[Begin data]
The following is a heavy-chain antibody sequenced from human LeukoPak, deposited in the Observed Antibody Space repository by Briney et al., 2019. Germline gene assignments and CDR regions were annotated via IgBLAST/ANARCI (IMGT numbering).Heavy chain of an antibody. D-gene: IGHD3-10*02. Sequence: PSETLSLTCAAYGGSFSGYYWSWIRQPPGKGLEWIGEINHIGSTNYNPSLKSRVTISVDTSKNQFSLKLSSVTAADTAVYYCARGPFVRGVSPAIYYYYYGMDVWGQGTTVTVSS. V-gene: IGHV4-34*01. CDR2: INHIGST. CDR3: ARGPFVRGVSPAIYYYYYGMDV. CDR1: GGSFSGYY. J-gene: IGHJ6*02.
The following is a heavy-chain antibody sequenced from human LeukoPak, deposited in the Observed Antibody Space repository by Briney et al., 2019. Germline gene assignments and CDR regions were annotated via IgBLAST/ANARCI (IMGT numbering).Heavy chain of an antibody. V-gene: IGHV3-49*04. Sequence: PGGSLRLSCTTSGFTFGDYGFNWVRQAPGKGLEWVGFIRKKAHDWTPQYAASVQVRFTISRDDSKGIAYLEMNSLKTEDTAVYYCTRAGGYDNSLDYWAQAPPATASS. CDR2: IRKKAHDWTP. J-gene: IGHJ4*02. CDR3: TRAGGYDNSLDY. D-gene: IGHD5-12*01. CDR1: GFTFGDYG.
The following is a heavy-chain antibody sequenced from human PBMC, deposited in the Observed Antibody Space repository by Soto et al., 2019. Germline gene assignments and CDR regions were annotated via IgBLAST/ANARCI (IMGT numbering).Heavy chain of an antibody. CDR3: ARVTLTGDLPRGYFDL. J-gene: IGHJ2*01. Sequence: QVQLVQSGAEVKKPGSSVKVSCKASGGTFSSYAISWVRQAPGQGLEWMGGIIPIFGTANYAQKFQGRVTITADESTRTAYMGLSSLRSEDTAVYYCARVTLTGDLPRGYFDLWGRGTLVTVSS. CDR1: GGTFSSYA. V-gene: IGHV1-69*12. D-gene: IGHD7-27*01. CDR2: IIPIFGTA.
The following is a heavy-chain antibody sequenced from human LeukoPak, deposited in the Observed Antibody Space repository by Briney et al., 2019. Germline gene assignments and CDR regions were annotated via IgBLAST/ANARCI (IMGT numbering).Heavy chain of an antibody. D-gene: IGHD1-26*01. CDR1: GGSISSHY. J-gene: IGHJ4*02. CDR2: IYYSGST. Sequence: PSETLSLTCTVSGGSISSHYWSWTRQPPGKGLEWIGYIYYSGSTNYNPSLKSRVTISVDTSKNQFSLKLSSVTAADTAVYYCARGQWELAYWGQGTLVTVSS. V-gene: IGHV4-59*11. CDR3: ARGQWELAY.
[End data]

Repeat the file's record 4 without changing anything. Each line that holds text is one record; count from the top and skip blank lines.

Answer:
The following is a heavy-chain antibody sequenced from human LeukoPak, deposited in the Observed Antibody Space repository by Briney et al., 2019. Germline gene assignments and CDR regions were annotated via IgBLAST/ANARCI (IMGT numbering).Heavy chain of an antibody. D-gene: IGHD1-26*01. CDR1: GGSISSHY. J-gene: IGHJ4*02. CDR2: IYYSGST. Sequence: PSETLSLTCTVSGGSISSHYWSWTRQPPGKGLEWIGYIYYSGSTNYNPSLKSRVTISVDTSKNQFSLKLSSVTAADTAVYYCARGQWELAYWGQGTLVTVSS. V-gene: IGHV4-59*11. CDR3: ARGQWELAY.